172
173 base = event_base_new_with_config(config);
174 if (!base) {
175 /* There is no backend method that does what we want. */
176 exit(1);
177 }
178 event_config_free(config);
179
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180 Supported features are documented in event2/event.h
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181
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182 2.5. Socket is now an abstract type
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183
184 All APIs that formerly accepted int as a socket type now accept
185 "evutil_socket_t". On Unix, this is just an alias for "int" as
186 before. On Windows, however, it's an alias for SOCKET, which can
187 be wider than int on 64-bit platforms.
188
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189 2.6. Timeouts and persistent events work together.
190
191 Previously, it wasn't useful to set a timeout on a persistent event:
192 the timeout would trigger once, and never again. This is not what
193 applications tend to want. Instead, applications tend to want every
194 triggering of the event to re-set the timeout. So now, if you set
195 up an event like this:
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196 struct event *ev;
197 struct timeval tv;
198 ev = event_new(base, fd, EV_READ|EV_PERSIST, cb, NULL);
199 tv.tv_sec = 1;
200 tv.tv_usec = 0;
201 event_add(ev, &tv);
202
203 The callback 'cb' will be invoked whenever fd is ready to read, OR whenever
204 a second has passed since the last invocation of cb.
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205
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206 2.7. Multiple events allowed per fd
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207
208 Older versions of Libevent allowed at most one EV_READ event and at most
209 one EV_WRITE event per socket, per event base. This restriction is no
210 longer present.
211
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212 2.8. evthread_* functions for thread-safe structures.
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213
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214 Libevent structures can now be built with locking support. This code
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215 makes it safe to add, remove, and activate events on an event base from a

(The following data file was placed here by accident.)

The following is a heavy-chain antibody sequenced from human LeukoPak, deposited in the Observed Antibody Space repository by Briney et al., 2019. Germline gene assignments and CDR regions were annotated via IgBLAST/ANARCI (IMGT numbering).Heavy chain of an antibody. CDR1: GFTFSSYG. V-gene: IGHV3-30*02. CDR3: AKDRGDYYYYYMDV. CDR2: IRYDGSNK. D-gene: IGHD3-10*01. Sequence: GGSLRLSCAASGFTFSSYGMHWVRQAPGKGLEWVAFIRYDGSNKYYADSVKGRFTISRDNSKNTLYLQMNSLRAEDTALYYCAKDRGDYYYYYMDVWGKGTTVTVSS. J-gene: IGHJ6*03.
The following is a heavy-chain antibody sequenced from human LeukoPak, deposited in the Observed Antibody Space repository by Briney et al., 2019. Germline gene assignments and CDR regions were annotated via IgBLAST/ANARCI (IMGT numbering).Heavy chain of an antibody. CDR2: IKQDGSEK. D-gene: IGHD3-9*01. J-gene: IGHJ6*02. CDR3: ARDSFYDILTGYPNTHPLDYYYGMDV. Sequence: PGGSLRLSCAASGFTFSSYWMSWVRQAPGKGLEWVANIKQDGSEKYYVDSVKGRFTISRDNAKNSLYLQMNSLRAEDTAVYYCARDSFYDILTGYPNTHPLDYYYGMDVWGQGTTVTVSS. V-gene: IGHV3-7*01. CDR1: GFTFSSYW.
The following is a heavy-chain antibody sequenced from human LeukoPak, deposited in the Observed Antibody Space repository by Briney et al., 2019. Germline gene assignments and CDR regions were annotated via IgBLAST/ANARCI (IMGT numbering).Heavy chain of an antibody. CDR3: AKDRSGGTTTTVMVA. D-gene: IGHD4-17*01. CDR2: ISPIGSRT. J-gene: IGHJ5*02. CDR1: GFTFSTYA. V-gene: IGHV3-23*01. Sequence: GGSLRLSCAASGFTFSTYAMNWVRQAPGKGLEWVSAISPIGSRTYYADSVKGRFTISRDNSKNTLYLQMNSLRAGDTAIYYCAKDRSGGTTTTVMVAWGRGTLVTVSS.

216 different thread. (Previously, if you wanted to write multithreaded code
217 with Libevent, you could only an event_base or its events in one thread at
218 a time.)
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219
220 If you want threading support and you're using pthreads, you can just
221 call evthread_use_pthreads(). (You'll need to link against the
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222 libevent_pthreads library in addition to libevent_core. These functions are
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223 not in libevent_core.)
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224
225 If you want threading support and you're using Windows, you can just
226 call evthread_use_windows_threads().
227
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228 If you are using some locking system besides Windows and pthreads, You
229 can enable this on a per-event-base level by writing functions to
230 implement mutexes, conditions, and thread IDs, and passing them to
231 evthread_set_lock_callbacks and related functions in event2/thread.h.
232
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233 Once locking functions are enabled, every new event_base is created with a
234 lock. You can prevent a single event_base from being built with a lock
235 disabled by using the EVENT_BASE_FLAG_NOLOCK flag in its
236 event_config. If an event_base is created with a lock, it is safe to call
237 event_del, event_add, and event_active on its events from any thread. The
238 event callbacks themselves are still all executed from the thread running
239 the event loop.
240
241 To make an evbuffer or a bufferevent object threadsafe, call its
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242 *_enable_locking() function.
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243
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244 The HTTP api is not currently threadsafe.
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245
246 To build Libevent with threading support disabled, pass
247 --disable-thread-support to the configure script.
248
249 2.9. Edge-triggered events on some backends.
250
251 With some backends, it's now possible to add the EV_ET flag to an event
252 in order to request that the event's semantics be edge-triggered. Right
253 now, epoll and kqueue support this.
254
255 The corresponding event_config feature is EV_FEATURE_ET; see 2.4 for more
256 information.
257
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258 2.10. Better support for huge numbers of timeouts